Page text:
Marcus Camby (7.4)
For a player with such an illustrious pedigree and fine NBA resume, Marcus remains remarkably underappreciated outside those fans who have followed his teams before he was unceremoniously dumped for some odd reason or another. The second overall pick, former defensive player of the year, and perennially one of the best three rebounders in the league, his departure at the hands of some ungrateful and philistinian front office at the trade deadline has nonetheless been an annual event.
Andre Miller (8.1--best new reissue)
The simplest way to a successful and rewarding career: Find something you love doing, then get paid to do it. Miller has figured out exactly what he was put on this earth to do--transforming the NBA--a young man's game, into his personal YMCA of off the backboard self-oops and outrageous up and unders. But while his rejuvenation of an awful Philly team proved his staying power and solidified his cred, there was a creeping worry that as long as Miller stuck with injury vampire, unable to shoot schtick, we'd be stuck having the same arguments for and against him over and over again. So, the question going into the 2010 season: In 2010, is a newly minted Dre fan someone who just simply hasn't heard of him before? Or is he capable of converting those still on the fence?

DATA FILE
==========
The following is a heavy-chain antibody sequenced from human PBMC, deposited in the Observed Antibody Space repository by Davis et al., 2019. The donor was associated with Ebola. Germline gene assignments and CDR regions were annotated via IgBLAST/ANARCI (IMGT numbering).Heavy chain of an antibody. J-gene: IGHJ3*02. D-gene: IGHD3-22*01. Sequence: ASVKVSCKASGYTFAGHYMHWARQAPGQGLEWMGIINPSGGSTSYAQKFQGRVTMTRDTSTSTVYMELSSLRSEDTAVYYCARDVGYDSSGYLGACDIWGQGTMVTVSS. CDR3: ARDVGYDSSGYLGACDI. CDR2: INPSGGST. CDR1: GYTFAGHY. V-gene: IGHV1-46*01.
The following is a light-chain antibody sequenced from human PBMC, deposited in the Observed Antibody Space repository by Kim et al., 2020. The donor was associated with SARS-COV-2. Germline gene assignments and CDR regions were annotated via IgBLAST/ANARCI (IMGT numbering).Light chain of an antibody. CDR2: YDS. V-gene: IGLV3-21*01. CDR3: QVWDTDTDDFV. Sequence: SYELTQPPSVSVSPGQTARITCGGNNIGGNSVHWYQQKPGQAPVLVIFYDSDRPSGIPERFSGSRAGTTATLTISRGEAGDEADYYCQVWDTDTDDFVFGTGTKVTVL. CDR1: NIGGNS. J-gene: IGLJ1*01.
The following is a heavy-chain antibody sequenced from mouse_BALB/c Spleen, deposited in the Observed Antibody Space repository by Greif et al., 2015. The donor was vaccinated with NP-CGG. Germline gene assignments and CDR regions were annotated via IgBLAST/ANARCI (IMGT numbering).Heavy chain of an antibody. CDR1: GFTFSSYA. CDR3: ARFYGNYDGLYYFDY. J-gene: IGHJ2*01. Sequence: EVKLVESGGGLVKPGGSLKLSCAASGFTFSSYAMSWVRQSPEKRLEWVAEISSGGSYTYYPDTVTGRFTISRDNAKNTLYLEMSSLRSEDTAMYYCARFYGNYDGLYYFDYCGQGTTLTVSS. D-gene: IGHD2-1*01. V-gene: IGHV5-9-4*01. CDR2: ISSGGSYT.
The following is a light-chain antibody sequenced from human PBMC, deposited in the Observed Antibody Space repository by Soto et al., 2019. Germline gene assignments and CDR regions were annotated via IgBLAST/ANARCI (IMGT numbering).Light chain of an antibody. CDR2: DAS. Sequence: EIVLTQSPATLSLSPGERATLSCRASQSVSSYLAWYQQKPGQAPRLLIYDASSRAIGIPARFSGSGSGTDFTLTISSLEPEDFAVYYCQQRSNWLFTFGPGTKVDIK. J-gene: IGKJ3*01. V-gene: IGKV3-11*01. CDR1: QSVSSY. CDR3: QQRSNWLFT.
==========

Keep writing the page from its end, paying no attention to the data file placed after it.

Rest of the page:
If there are still holdouts, the arguments against Miller are getting slimmer. This season is a reminder that, despite the number of young combo guards and gunners he now makes the indisputable argument that he is the archetypal pure point.
LaMarcus Aldridge (5.2)
Roybot has repeatedly called Aldridge her "favorite living hoopster" ("and not just cause he's fine as hell," she assured us). Roybot's taste in basketball is usually sound, and LaMarcus is talented. His taste for the sweet fallaway, fast break ally-oop and pick and pop jumper were instrumental in the team the Blazers were supposed to contend with, and his fingerprints are visible all over the pleasantly surprising 2008-09 season. As a possible complement to Greg Oden, Aldridge's physical gifts and sweet jump shot make him a tantalizing proposition.
As a 65 million dollar man in the NBA, the 2010 season manages to render the jury still out. His 2010 playoffs, unassisted by his heretofore first banana, showed his decision-making in the block to be abysmal, his leadership questionable, and his offensive game outside his jump shot lacks the confidence required to lead an NBA offense. It is hard to conceive of a more disappointing performance from such a talent given the game's greatest platform. The 2010 season, the sequel, is still a bumpy, but it tweaks his formula enough to at least hint at the promise Roybot sees in him, though the end product means the jury is still out.
Brandon Roy's Defense
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